Patricia Michaels makes more than masks

Fashion designer reflects on nature, change, family strength

By Lynne Robinson
Posted 6/4/20

Patricia Michaels is not just a Taos Treasure; she achieved worldwide fame as a fashion designer when she was the runner-up on "Project Runway's" Season 11.

Since then Michaels has gone on to win many awards, including one from the Smithsonian Institution. Last year, she was commissioned to participate in "A Seat at the Table" installation at the Edward Kennedy Institute in Massachusetts, where she designed the chair for New Mexico's first Native congresswoman, Deb Haaland.

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Patricia Michaels makes more than masks

Fashion designer reflects on nature, change, family strength

Posted

Patricia Michaels is not just a Taos Treasure; she achieved worldwide fame as a fashion designer when she was the runner-up on "Project Runway's" Season 11.

Since then Michaels has gone on to win many awards, including one from the Smithsonian Institution. Last year, she was commissioned to participate in "A Seat at the Table" installation at the Edward Kennedy Institute in Massachusetts, where she designed the chair for New Mexico's first Native congresswoman, Deb Haaland.

Michaels has long been an activist and advocate for Native women and girls, and has always leveraged her fame to keep the focus on them. Currently the plight of missing and murdered indigenous women and girls has been the subject of her attention. Long featured by the Southwestern Association for Indian Arts, who produce the Santa Fe Indian Market, last year she used her fashion show to draw support to this cause.

This year, with Indian Market canceled, Michaels has been quarantining in Santa Fe, where she currently lives and works. A couple of weeks ago, her sister's house in Taos, where her mother was staying, caught on fire. Taking it all in stride, Michaels trusts her traditional ways to see her through the stormy weather, and simply "keeps calm and carries on."

A fire recently destroyed the house your sister and mother were living in, here in Taos. How has that impacted you?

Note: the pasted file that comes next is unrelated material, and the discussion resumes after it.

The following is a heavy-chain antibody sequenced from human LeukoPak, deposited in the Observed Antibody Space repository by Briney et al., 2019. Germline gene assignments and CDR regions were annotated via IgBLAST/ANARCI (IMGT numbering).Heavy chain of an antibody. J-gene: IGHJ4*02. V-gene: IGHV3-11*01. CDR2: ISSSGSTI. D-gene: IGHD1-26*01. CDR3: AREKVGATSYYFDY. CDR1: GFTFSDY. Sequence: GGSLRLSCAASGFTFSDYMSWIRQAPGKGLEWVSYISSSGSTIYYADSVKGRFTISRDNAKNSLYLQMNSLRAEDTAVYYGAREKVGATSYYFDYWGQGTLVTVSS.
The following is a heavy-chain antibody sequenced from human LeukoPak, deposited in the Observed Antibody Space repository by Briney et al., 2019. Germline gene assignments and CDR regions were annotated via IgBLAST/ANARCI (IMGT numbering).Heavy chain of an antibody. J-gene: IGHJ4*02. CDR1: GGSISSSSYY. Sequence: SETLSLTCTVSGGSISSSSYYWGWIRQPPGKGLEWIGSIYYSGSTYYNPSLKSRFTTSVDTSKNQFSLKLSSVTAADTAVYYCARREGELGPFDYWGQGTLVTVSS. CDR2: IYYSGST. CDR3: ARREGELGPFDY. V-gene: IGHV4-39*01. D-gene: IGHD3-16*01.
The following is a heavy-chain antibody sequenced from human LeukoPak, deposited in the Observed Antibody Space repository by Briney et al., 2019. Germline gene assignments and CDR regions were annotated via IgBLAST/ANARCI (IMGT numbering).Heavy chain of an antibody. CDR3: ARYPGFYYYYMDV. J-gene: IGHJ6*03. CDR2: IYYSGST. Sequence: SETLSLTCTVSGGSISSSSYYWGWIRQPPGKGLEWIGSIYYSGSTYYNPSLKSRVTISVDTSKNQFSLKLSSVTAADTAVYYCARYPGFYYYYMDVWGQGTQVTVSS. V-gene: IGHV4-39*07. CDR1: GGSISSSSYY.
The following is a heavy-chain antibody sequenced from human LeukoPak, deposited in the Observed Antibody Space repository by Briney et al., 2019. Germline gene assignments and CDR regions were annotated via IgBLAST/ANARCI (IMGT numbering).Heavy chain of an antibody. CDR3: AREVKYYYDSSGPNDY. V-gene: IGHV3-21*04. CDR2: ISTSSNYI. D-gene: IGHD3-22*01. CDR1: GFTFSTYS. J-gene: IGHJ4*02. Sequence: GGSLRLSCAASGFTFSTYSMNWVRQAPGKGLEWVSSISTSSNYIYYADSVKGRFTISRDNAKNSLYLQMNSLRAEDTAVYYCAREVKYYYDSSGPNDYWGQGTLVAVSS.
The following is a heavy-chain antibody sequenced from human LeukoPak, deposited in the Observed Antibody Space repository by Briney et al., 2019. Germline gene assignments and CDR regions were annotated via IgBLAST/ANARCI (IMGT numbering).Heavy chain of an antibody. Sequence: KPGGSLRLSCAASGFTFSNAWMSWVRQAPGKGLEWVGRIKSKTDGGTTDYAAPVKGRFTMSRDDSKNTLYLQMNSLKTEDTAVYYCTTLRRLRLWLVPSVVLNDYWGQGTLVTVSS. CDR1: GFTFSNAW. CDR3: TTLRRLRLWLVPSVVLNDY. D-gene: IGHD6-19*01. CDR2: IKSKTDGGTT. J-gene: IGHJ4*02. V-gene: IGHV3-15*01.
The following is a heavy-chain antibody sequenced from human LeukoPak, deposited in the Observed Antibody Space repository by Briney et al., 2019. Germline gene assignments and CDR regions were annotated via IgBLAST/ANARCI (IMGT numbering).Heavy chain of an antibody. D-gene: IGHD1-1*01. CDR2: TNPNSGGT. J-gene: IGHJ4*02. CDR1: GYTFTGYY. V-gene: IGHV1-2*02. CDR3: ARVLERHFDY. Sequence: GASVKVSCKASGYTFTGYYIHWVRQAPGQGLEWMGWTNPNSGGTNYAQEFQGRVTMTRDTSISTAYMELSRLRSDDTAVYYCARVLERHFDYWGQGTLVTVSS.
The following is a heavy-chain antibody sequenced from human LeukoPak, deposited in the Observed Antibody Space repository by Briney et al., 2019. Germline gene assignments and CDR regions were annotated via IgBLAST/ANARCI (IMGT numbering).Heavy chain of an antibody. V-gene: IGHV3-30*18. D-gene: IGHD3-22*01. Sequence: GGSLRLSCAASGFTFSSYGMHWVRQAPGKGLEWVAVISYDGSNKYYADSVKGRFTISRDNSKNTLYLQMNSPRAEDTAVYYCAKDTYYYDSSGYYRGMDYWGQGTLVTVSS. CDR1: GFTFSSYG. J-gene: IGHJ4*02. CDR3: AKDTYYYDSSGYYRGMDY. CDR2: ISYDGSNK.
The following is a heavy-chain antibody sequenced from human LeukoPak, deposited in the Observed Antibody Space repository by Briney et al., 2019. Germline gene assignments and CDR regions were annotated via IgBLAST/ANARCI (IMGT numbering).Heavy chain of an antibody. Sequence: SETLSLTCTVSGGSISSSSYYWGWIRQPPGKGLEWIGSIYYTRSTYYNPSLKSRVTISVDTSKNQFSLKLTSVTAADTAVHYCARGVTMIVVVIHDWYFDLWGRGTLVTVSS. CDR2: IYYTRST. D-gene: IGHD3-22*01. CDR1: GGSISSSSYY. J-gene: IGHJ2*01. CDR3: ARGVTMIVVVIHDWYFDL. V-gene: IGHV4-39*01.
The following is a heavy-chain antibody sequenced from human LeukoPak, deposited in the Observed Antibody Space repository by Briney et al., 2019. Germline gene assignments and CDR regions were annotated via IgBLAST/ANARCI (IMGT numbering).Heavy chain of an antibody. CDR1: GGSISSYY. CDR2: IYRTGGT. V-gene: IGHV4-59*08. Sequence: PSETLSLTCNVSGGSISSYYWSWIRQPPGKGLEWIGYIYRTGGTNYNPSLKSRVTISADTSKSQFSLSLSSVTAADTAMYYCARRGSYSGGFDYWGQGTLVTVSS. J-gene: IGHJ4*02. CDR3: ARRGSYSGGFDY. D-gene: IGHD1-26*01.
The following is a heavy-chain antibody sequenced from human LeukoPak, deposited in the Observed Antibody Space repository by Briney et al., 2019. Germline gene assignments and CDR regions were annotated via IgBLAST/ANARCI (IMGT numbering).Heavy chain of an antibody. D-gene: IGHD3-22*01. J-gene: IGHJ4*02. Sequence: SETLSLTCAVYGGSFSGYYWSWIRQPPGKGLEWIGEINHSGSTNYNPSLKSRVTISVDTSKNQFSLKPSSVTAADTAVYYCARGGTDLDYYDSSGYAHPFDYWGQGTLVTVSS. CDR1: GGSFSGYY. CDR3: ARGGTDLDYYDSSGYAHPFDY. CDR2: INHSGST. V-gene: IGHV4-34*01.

It didn't impact me other than that I had already been trying to raise money for my parents home in Santa Fe, I can't reach out to the same people to help my parents now that my siblings have launched a fundraiser.

My mother is safe and being taken care of by my eldest sister, Esther Winters, and Kathy and Leroy are OK for now. Beside the Gofundme, the pueblo will help my sister Kathy. Red Cross is helping all three of them, both in the home and medically.

You've spent lockdown in Santa Fe, after a long period of caring for your parents. How is everyone holding up?

My parents are in Taos where they went after my father got sick, and is now at Taos Living Center. My mother is at the pueblo with my sisters.

My companion, James Duran, and I had moved down to Santa Fe to help my parents because their needs were too many for us to keep driving back and forth to help them. Frank Turley [stepfather] has Parkinson's disease and arthritis, so their lives have changed tremendously. James was a sheriff last year, and then this year with the COVID, we are all separated and it is difficult. Frank is at Taos Living Center, my mom is at the Pueblo and I can't go in, due to the safety measures taken by my people. I don't go anywhere, and I'm as safe as possible, but I don't want to be that person that causes harm onto my people.

I'm in Santa Fe doing my work, while taking care of their home, shop and property while they're in Taos. I drive to their home every other day to make sure everything is OK. They want to come home to Santa Fe, but with the new changes and needs for my father's health care, we would have to provide a handicap-accessible home for him to return to. I have been trying to earn enough to buy them a modular to replace their very old one.

I couldn't afford it by myself, but Frank Turley and a team of his friends are going to start a fundraiser to get them home and keep his blacksmith shop going in Santa Fe. It will become a nonprofit organization, so that the Turley forge will continue to teach blacksmithing, and help blacksmiths who are just starting out with supplies and equipment.

I visited my mother briefly in Taos and she said she couldn't take it anymore. She was not happy being stuck in the village. She said she missed her home in Santa Fe and for the most part she expresses this to me most of the time I talk to her.

I tell her to be patient and it is for the best. That it is hard on all of us because we all are in this same predicament of social distancing but at least she is at her pueblo, and can spend time at her pueblo home where she was born and raised on the second story of the north side. I tell her to drink the fresh river water, and wash her beautiful face and she smiles and cries and says she misses me. I hold back my tears and tell her I love her so much and not to worry, that we will be together soon, and I am safe, as is she.

I also had to pay rent for a home and studio, auto and utility bills. Life in the city is different but it is a place that I have spent many of my childhood years and raised my children, too. Both [children] Margeaux and Mozart are now adults in Europe, Mozart with a master's in film, and Margeaux studying art.

I think there has been too much violence in the world, and I know Mother Earth has just put a stop on everything making sure that things will change for the better, and being safe is the smart thing to do.